Blackheath Community Opera at Blackheath Halls
Following Gluck’s Orpheus last Summer, Blackheath Halls took on the perils of bel canto this year, with a production of Donizetti’s ingenious comedy The Elixir of Love, once again combining professional and amateur performers.
It proved a perfect vehicle for the chorus and orchestra drawn from the locality and a top-notch quintet of solo vocalists.
Elena Xanthoudakis was the flighty Adina, confidently spinning out the coloratura like a bird in flight, Nicholas Sharratt an ardent Nemorino, the simple village lad in love with her, while Grant Doyle blustered and swaggered as the over-weening Belcore.
Helen Bailey, currently doing post-grad studies at the Royal Academy, was a chirpily attractive Giannetta and Robert Poulton, displaying a wealth of experience and showmanship, was the spiv Dulcamara, dispensing his dodgy mixtures on the unaware and snaffling wedding presents when no-one was looking.
But what makes Blackheath Halls Community Opera so special is the involvement of a mass of local talent of all ages, here superbly deployed as villagers and orchestra.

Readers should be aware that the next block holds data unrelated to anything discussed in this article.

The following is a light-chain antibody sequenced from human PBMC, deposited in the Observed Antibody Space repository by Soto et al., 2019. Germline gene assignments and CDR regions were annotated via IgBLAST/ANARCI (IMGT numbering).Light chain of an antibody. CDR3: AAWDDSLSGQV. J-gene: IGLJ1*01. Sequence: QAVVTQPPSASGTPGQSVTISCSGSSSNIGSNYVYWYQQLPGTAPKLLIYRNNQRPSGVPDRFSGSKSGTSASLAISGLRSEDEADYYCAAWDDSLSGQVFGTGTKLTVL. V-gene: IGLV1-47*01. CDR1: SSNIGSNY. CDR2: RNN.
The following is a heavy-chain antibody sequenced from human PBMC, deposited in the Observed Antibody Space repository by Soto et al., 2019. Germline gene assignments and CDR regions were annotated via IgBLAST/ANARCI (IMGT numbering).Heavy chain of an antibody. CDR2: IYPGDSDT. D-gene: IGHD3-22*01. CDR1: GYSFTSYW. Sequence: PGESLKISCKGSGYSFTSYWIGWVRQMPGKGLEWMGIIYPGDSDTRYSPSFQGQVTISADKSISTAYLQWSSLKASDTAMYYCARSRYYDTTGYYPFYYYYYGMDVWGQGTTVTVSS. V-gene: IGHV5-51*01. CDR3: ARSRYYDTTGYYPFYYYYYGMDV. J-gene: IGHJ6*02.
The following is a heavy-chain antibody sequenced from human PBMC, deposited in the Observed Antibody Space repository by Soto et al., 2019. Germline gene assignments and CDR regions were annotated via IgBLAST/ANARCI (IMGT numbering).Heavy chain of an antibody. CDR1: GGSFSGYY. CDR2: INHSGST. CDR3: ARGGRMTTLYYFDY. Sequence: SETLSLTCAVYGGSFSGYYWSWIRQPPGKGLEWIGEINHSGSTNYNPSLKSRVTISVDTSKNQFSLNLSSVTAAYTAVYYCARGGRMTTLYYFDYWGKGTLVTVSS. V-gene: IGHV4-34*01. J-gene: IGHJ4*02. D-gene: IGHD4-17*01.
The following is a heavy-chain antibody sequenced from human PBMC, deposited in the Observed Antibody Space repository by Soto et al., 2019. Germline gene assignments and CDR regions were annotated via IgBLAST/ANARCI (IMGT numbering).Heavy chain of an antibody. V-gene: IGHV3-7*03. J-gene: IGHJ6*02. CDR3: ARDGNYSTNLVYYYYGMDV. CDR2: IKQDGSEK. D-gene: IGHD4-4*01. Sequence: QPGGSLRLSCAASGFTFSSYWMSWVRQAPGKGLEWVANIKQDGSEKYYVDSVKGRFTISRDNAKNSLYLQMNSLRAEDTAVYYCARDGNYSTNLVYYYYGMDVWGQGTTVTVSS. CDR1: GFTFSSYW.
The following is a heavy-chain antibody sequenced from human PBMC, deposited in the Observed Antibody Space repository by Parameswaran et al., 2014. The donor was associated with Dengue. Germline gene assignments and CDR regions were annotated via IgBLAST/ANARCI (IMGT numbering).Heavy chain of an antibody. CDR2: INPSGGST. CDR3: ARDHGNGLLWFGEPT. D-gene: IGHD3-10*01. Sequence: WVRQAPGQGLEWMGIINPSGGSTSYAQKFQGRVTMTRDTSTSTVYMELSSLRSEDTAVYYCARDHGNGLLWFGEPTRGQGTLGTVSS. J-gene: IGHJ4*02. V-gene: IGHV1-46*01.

Recent productions of the opera at Covent Garden and English National Opera updated the action of Donizetti’s 1832 opera to 1950s Italy and America respectively, while here director Harry Fehr and designer Emma Wee put it right in our own back yard. Setting it a decade earlier, we were in an entirely apt England in the grips of war-time austerity.
Performed in the round, or on three sides at least with the orchestra making up the fourth, the production brought everything up close (sitting in the front row, you could almost end up with a land girl or farmhand in your lap), with banks of tables and benches constantly on the move and a really evocative sense of the period.
A member of the chorus told me that Fehr knew each of their names and this impressive, personal approach led to a riveting engagement from each and every participant, with a wealth of detail in the crowd scenes. Home guard oldsters mixed with nubile young beauties, eager for the attentions of the US military, while ladies (a little) older sat in a knitting circle making their contribution to the war effort.
Costume Supervisors Libby Blogg and Nicola Namdjou came up with a dazzling array of costume changes. My grandma might have tutted at the range of cakes and tarts in the wedding scene, somehow conjured up in the war-time absence of basic cooking materials, but the children were less concerned with historical accuracy as they eagerly fell upon them at the end of the curtain call.
Nicholas Jenkins conducted a confident and able band of amateur players, with a gorgeous solo bassoon during Nemorino’s third act aria (“Una furtive lagrima”) deserving special mention.
But it’s the infectious enthusiasm of the whole that hit the strongest. The cast looked as though they were having a ball and the audience were too. It was another triumph for Blackheath’s annual community event - roll on next year.